When Bad Hygiene Affects Sexual Desire | #MyCounselorSays

This article is based on scientific evidence and clinical experience, written by a licensed professional and fact-checked by experts.

Posted: October 20, 2020

Estimated reading time: 3 minutes

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When Bad Hygiene Affects Sexual Desire by Josh Spurlock

Ama asks, “How do you deal with it when your spouse keeps his body in such a way that results in low sexual desire?”

Read more to find out what Josh Spurlock, Christian Counselor and Sex Therapist, says about how hygiene affects sexual desire in men versus women, and how to communicate about sexual turn offs in marriage.


Welcome to My Counselor Online. I’m Cassie and this is My Counselor Says. My Counselor Says is where you submit a question, either for yourself, or for a friend,  and one of our incredible therapists takes their time and answers your personal question. So let’s go find out what My Counselor Says.


Well, it’s a good question, and it’s one that I think a lot of women have. For the most part, men don’t experience the same degree of effect on their sex drive around hygiene as women do. That’s not to say that doesn’t matter to men at all, it’s just not the same as it is for women.

You know that men can come in from mowing the lawn, covered in grass clippings and sweaty, and see their spouse, find her attractive, and be interested in pursuing and engaging sexually, all kind of covered in ick and it doesn’t matter to them. They’re enjoying their spouse and want to connect with their spouse.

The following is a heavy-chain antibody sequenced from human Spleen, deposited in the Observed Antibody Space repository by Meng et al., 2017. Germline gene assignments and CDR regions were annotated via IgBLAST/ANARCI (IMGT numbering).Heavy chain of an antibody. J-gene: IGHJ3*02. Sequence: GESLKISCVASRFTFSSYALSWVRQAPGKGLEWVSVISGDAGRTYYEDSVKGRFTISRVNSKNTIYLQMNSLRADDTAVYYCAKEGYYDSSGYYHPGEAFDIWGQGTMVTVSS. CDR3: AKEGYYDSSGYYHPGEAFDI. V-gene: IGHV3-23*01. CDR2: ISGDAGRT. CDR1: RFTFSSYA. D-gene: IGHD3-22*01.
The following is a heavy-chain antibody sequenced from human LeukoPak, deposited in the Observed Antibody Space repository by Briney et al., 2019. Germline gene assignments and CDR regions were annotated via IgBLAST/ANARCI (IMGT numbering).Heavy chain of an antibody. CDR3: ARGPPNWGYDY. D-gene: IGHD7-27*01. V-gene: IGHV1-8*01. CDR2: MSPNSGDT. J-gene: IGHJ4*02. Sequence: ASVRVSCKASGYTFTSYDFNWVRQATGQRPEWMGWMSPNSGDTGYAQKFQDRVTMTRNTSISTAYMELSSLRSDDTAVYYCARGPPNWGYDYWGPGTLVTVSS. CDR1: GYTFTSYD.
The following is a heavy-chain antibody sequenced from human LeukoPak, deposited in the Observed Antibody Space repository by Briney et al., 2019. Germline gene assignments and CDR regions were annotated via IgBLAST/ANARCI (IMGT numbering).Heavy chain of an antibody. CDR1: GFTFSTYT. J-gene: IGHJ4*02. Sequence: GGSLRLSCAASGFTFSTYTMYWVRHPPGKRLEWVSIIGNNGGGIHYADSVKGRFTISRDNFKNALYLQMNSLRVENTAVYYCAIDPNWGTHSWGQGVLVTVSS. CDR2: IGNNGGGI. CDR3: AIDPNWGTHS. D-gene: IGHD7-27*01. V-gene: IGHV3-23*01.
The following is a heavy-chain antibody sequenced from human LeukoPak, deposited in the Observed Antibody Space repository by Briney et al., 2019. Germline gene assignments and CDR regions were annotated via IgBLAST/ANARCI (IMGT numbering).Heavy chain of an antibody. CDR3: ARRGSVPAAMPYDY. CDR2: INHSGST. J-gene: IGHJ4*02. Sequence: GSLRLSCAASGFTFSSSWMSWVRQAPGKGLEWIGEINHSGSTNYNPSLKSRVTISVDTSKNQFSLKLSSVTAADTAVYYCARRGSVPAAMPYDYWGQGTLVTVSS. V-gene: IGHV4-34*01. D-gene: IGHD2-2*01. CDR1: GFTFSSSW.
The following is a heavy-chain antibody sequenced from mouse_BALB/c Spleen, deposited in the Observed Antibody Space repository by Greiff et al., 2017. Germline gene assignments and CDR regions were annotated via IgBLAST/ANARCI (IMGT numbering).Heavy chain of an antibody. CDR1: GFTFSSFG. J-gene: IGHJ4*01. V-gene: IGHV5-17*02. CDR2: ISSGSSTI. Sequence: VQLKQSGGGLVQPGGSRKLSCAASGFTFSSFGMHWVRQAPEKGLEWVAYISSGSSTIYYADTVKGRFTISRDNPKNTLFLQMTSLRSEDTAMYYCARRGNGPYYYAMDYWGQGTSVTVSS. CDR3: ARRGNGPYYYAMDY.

But, it’s really normal and common for gals to experience body odor, or lack of hygiene, as a real turnoff sexually. And so there’s a need to be able to understand that he probably doesn’t experience it the same way as you do, but that doesn’t mean that he doesn’t need to get into your shoes and understand how you experience it, so that you can have a mutually fulfilling sex life.


It’s really a relational issue, and the need for us to be able to have communication; good, open, honest, candid communication with each other about difficult topics and sensitive topics like our sex life.

You want to try to approach it in such a way that communicates, “Hey, I’m not trying to attack you. I’m not trying to come after you. I just wanted to share with you how I experience you and how it affects putting on the brakes in terms of sexual desire for you.”

If you’re not able to have those kinds of candid conversations, you’re really going to want to connect with one of our counselors, that can talk to you guys and teach you guys how to have those communication skills. That way, you can talk through that topic and many others that can be difficult, over the course of a lifetime together.

Thanks for the question Ama. If you have a question that you want to be answered by one of our counselors, submit it here!

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This article is based on scientific evidence and clinical experience, written by a licensed professional and fact-checked by experts.

About the Author
Josh Spurlock
Josh Spurlock

Josh Spurlock MA, LPC, CST, has a BA in Biblical Languages and a Masters in Counseling. He is a Licensed Professional Counselor (LPC), holding licenses in MissouriColorado, and Florida. He is also a Certified Sex Therapist (CST), Level 2 AEDP Therapist, and an Ordained Minister. He is an Advanced Practice Clinician, with over 10,000 hours of clinical experience. He specializes in Marriage Counseling, Sex Therapy, Family Counseling, and works with Executives, Pastors, Business Owners, and Ministry Leaders. Learn more about Josh Spurlock at JoshSpurlock.com.

Josh is currently unable to take on any new clients.

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